I connect the Base of a PNP transistor through a 10K resistor to ground
the LED lite up. If I disconnect the Base from ground the LED light up
weakly. I would have expected the LED to be completely off.
I use a NPN transistor to switch a PNP transistor (Darlington) do I
need a resistor from the Base of the PNP to Collector of the NPN
The Reason behind the Fault:
The mentioned problem of false transistor triggering while its base was unconnected to a triggering source may be due to stray signal pickup by the transistor base causing the slight illumination on the LED.
Because as we know that when a small current flows through base emitter of a BJT, forces a relatively more stronger current to pass through collector/emitter of the device. Here too the stray signal at the base of the BJT could be forcing the device to trigger albeit fractionally, but enough to cause a faint illumination on the LED.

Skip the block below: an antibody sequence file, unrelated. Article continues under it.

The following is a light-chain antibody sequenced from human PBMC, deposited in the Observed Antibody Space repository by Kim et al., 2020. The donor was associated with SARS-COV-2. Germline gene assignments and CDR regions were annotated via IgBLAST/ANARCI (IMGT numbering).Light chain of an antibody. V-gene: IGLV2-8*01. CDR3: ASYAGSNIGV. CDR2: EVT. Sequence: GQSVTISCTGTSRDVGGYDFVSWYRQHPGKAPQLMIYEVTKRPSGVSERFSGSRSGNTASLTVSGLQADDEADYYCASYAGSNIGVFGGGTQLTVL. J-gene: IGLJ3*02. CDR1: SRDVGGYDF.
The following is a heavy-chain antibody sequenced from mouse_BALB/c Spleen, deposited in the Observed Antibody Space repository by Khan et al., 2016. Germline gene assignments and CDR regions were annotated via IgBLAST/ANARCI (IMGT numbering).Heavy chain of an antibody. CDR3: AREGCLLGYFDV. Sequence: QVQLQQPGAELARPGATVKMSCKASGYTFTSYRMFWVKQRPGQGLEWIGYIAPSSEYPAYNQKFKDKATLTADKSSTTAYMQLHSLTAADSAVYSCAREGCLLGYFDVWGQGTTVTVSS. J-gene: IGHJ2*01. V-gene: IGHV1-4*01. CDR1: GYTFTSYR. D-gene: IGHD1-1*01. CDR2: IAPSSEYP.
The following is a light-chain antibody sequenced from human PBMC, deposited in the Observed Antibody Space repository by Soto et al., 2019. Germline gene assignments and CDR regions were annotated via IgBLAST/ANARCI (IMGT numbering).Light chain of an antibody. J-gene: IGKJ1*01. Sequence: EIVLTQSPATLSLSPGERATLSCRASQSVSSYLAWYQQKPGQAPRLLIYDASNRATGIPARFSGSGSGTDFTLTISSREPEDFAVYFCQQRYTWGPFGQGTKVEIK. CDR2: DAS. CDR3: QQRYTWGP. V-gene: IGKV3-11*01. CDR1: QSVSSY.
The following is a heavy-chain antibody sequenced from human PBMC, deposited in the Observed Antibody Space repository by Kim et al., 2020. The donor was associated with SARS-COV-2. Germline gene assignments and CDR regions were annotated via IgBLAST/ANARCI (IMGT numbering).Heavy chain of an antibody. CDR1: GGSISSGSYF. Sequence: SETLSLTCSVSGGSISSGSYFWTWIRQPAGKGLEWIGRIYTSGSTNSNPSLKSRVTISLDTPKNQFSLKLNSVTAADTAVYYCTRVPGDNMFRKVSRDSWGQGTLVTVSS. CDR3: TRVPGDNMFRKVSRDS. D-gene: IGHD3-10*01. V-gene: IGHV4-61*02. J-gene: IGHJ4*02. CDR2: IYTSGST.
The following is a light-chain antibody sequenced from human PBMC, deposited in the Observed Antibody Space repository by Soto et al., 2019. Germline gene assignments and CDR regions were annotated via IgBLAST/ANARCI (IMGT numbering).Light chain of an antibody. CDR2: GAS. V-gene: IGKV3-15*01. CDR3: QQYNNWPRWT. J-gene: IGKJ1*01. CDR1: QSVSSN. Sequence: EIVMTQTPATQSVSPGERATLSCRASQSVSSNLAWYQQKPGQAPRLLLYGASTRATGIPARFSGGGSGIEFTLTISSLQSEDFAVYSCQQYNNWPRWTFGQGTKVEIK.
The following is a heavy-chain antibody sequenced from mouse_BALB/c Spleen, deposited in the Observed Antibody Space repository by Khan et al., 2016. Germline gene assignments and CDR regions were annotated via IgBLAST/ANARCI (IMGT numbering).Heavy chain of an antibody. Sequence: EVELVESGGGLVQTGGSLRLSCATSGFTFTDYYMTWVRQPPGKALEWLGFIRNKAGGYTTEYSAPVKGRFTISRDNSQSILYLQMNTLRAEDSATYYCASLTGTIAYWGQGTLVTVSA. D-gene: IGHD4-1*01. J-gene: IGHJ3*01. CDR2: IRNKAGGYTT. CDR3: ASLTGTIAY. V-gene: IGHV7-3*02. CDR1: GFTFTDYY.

The problem could be easily remedied by adding a compensating resistor across the base emitter of the BJT, the value could be anything which allows a 1V across the base emitter when the actual trigger is connected with the base. This value could be evaluated using a resistor potential divider network calculation.
Or simply a matching value resistor could be included similar to the existing base resistor value, as done below.
Another simple way to eliminate stray pick up while its base was not associated with any form of input logic or trigger is to add a small value capacitor across its base and emitter, which would help the BJT to effectively ground any possible stray input signal and prevent it from causing the device to conduct spuriously.